Pennsylvania’s General Assembly, made up of a 203-member House of Representatives and a 50-member Senate, considers as many as 5,000 bills in every two-year session.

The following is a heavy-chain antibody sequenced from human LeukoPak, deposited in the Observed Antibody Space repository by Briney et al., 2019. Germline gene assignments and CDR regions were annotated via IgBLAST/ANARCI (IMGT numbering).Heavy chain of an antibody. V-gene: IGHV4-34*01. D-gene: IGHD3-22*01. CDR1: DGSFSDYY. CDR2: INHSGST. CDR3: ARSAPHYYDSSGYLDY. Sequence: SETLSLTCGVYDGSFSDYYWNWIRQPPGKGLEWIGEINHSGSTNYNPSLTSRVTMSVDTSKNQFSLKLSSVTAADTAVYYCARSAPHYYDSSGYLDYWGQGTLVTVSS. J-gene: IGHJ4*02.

Any member of the legislature can introduce a bill. Upon introduction, the measure is assigned a number and referred to the appropriate committee. Both the House and Senate have committees, which focus on specific issues and serve as the General Assembly’s legislative workshop. Bills introduced by House members go to House committees; bills introduced by Senate members go to Senate committees. The committee chair, who represents the chamber’s majority party, decides what bills the committee considers. This is a tremendous power for a legislator. The committees comprise several members of both parties, but the majority party has more voting members. Bills brought before the committee are subject to review and debate. The committee may hold hearings and solicit testimony; members may propose amendments.